This “genre-bending” works the other way, too. There are several novels that are called mystery novels or crime fiction novels that we might argue really are also something else. For example, Alexander McCall Smith’s Isabel Dalhousie series is usually labeled as a mystery series. And in many respects, it is. There are mysteries that occur in the novels, and Isabel Dalhousie, editor of the Journal of Applied Ethics, gets interested in them and, in her own way, investigates them. And yet, the mysteries really are not at the center of the novels. For example, in The Right Attitude to Rain, there is a crime (this time, it’s arson), but it doesn’t occur until quite late in the novel. Isabel doesn’t directly investigate the crime, and we never know for sure who committed it, nor why (although it’s hinted). The novel focuses more on Isabel’s relationships with her family and friends, and the larger, moral questions that are raised by the events in the story.
Many people argue that Lilian Jackson Braun’s most recent novels are also in that “gray area” between crime fiction and something else. For instance, in The Cat Who Had 60 Whiskers, there is a mysterious death. Libby Simms, office manager for the Ledfield Museum, dies of a fatal reaction to a bee sting. It does turn out to be murder, and, in a sense, we find out who the culprit is. However, that plot isn’t the main focus of the book. Instead, we follow the actions of Jim Qwilleran, Braun’s sleuth. In this novel, he’s writing a one-act absurdist play. He’s also heavily involved in the development of a new Senior Center for the small town of Pickax, where he lives and writes his twice-weekly newspaper column. He also has to make major changes in his life when his chief love interest, Polly Duncan, goes on an extended trip to Paris. This book, and several other more recent installments in the Cat Who... series are arguably more stories of small-town life than crime fiction stories.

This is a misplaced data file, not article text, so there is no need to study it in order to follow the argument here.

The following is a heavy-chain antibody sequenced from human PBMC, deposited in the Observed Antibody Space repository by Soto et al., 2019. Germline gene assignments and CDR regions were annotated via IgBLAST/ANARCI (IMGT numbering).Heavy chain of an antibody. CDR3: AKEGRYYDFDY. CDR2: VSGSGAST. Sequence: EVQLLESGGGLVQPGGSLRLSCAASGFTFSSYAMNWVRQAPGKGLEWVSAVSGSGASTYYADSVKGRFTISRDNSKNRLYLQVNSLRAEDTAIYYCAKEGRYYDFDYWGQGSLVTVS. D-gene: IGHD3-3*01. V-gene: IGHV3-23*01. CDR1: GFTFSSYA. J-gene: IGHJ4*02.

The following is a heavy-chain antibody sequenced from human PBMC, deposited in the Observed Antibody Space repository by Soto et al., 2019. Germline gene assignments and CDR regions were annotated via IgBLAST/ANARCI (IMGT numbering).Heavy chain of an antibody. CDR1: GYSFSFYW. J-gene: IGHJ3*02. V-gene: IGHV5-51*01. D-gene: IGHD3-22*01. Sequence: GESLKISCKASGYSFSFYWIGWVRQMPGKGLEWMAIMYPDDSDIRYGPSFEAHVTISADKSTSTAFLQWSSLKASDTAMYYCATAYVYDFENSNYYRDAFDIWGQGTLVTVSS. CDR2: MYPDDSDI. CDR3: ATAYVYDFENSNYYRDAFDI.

There are some good reasons to try to categorize novels. Giving novels a label makes it easier to market them, review them and discuss them. And, for novels that are more or less easily categorized, that’s not a problem. There are some arguments, though, for being less hasty with labels. Some authors and novels don’t fit easily into just one genre. What do you think about “genre-bending” novels? Do you enjoy them? Or do you prefer novels that fit more neatly into a particular category?